outrages upon human dignity

what is torture? is strapping a person to a board and holding them underwater until they believe they are drowing torture? is stripping a person naked and attaching electrodes to their genitalia torture? is placing a person in strained physical positions for hours on end, and depriving them of sleep torture?

george w. bush says that the phrase, "outrages upon human dignity" of the geneval conventions is too vague. while i agree that it is vague, as most laws tend to be, i believe these rules can be applied in the most common sense of ways: how would you want your soldiers to be treated as prisoners of war?

take the case of maher arar, a canadian citizen deported by the united states to syria and tortured until he admitted he was a terrorist, that he had trained in afghanistan. the only thing is, he wasn't a terrorist. he had never even been to afghanistan. but i suppose it's hard to think straight when you are being whipped by shredded electrical cables for days on end. heck, if i endured what he endured, i'd have probably admitted anything just to get them to stop. which is usually the case when one is tortured. you just start telling them what you think they want to hear; anything, to get them to stop the pain.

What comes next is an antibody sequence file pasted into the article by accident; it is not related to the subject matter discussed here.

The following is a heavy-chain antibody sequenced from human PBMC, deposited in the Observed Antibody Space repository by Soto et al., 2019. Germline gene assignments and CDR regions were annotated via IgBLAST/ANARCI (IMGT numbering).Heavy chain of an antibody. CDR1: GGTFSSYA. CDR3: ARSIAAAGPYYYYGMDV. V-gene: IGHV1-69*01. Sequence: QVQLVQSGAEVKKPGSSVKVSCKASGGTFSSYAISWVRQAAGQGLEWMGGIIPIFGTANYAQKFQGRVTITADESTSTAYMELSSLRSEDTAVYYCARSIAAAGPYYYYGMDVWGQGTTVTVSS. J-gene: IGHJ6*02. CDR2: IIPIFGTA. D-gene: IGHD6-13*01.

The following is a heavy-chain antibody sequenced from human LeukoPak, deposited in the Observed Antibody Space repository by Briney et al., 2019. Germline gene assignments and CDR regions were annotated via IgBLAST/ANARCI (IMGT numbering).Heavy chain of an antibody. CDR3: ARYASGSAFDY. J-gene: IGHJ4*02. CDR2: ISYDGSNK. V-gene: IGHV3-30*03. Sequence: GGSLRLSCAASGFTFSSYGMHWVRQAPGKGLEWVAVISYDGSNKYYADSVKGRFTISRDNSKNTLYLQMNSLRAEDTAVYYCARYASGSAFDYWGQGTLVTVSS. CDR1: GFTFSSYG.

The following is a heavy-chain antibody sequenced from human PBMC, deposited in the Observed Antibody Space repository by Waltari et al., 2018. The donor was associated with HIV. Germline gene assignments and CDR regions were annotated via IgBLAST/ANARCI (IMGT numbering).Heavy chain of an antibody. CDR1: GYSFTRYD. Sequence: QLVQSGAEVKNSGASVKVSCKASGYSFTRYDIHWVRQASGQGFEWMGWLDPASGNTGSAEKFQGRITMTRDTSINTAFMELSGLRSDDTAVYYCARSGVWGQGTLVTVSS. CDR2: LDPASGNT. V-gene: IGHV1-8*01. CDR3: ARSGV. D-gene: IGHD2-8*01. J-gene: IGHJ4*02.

the fact that now the president has the authority to interpret those articles in the geneva conventions is frightening. what then, is the point of the judiciary? this of course opens up "interpretation" of said conventions by other, less benign leaders around the world. one person's idea of torture, can be another person's idea of coercion. where does the line get drawn? is there even a line to draw anymore?

here, jon stewart's daily show effectively runs down the debate on torture and dignity with their trademark wit and humor. watch for the moment of zen, where radio talkshow host laura ingraham tosses her credibility by saying americans are for torture because they like to watch a fictional television show:

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